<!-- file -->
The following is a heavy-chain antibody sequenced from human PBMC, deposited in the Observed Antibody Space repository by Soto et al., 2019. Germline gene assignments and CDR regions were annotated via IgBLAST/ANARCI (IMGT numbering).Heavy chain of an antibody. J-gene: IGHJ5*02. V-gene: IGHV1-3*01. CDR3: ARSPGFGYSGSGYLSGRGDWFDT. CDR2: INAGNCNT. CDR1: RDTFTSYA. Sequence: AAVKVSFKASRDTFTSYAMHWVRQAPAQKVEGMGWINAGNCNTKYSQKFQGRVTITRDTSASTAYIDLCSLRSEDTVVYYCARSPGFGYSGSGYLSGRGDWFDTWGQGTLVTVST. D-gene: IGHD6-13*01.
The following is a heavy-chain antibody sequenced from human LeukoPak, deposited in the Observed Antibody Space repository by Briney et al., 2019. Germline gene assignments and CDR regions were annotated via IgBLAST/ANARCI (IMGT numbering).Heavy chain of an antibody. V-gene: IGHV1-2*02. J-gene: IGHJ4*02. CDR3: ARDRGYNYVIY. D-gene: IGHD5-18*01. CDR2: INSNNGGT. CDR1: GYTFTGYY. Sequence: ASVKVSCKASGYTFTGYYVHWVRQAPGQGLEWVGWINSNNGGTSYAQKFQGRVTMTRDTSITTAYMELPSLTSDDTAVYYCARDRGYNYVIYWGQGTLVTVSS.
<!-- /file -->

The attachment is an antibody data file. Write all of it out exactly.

The following is a heavy-chain antibody sequenced from human PBMC, deposited in the Observed Antibody Space repository by Soto et al., 2019. Germline gene assignments and CDR regions were annotated via IgBLAST/ANARCI (IMGT numbering).Heavy chain of an antibody. J-gene: IGHJ5*02. V-gene: IGHV1-3*01. CDR3: ARSPGFGYSGSGYLSGRGDWFDT. CDR2: INAGNCNT. CDR1: RDTFTSYA. Sequence: AAVKVSFKASRDTFTSYAMHWVRQAPAQKVEGMGWINAGNCNTKYSQKFQGRVTITRDTSASTAYIDLCSLRSEDTVVYYCARSPGFGYSGSGYLSGRGDWFDTWGQGTLVTVST. D-gene: IGHD6-13*01.
The following is a heavy-chain antibody sequenced from human LeukoPak, deposited in the Observed Antibody Space repository by Briney et al., 2019. Germline gene assignments and CDR regions were annotated via IgBLAST/ANARCI (IMGT numbering).Heavy chain of an antibody. V-gene: IGHV1-2*02. J-gene: IGHJ4*02. CDR3: ARDRGYNYVIY. D-gene: IGHD5-18*01. CDR2: INSNNGGT. CDR1: GYTFTGYY. Sequence: ASVKVSCKASGYTFTGYYVHWVRQAPGQGLEWVGWINSNNGGTSYAQKFQGRVTMTRDTSITTAYMELPSLTSDDTAVYYCARDRGYNYVIYWGQGTLVTVSS.